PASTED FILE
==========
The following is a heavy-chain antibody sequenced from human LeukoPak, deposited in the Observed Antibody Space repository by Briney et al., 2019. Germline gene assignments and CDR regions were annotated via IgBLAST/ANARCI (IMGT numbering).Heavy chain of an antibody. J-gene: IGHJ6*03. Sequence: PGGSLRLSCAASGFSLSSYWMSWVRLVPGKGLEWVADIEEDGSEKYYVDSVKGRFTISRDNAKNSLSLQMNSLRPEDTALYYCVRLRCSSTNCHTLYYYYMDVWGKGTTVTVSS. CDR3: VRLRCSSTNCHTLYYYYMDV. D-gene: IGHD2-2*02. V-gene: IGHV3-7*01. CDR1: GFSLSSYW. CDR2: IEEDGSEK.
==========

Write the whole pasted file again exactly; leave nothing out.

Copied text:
The following is a heavy-chain antibody sequenced from human LeukoPak, deposited in the Observed Antibody Space repository by Briney et al., 2019. Germline gene assignments and CDR regions were annotated via IgBLAST/ANARCI (IMGT numbering).Heavy chain of an antibody. J-gene: IGHJ6*03. Sequence: PGGSLRLSCAASGFSLSSYWMSWVRLVPGKGLEWVADIEEDGSEKYYVDSVKGRFTISRDNAKNSLSLQMNSLRPEDTALYYCVRLRCSSTNCHTLYYYYMDVWGKGTTVTVSS. CDR3: VRLRCSSTNCHTLYYYYMDV. D-gene: IGHD2-2*02. V-gene: IGHV3-7*01. CDR1: GFSLSSYW. CDR2: IEEDGSEK.